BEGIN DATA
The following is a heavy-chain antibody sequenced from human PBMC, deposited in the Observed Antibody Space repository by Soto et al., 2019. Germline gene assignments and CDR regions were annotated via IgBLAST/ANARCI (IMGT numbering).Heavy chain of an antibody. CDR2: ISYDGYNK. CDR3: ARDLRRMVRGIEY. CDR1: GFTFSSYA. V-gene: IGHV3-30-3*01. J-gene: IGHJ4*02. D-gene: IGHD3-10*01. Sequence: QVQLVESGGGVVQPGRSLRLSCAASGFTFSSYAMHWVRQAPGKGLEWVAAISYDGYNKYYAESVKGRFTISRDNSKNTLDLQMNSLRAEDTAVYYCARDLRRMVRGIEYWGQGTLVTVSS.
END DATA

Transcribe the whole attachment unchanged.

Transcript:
The following is a heavy-chain antibody sequenced from human PBMC, deposited in the Observed Antibody Space repository by Soto et al., 2019. Germline gene assignments and CDR regions were annotated via IgBLAST/ANARCI (IMGT numbering).Heavy chain of an antibody. CDR2: ISYDGYNK. CDR3: ARDLRRMVRGIEY. CDR1: GFTFSSYA. V-gene: IGHV3-30-3*01. J-gene: IGHJ4*02. D-gene: IGHD3-10*01. Sequence: QVQLVESGGGVVQPGRSLRLSCAASGFTFSSYAMHWVRQAPGKGLEWVAAISYDGYNKYYAESVKGRFTISRDNSKNTLDLQMNSLRAEDTAVYYCARDLRRMVRGIEYWGQGTLVTVSS.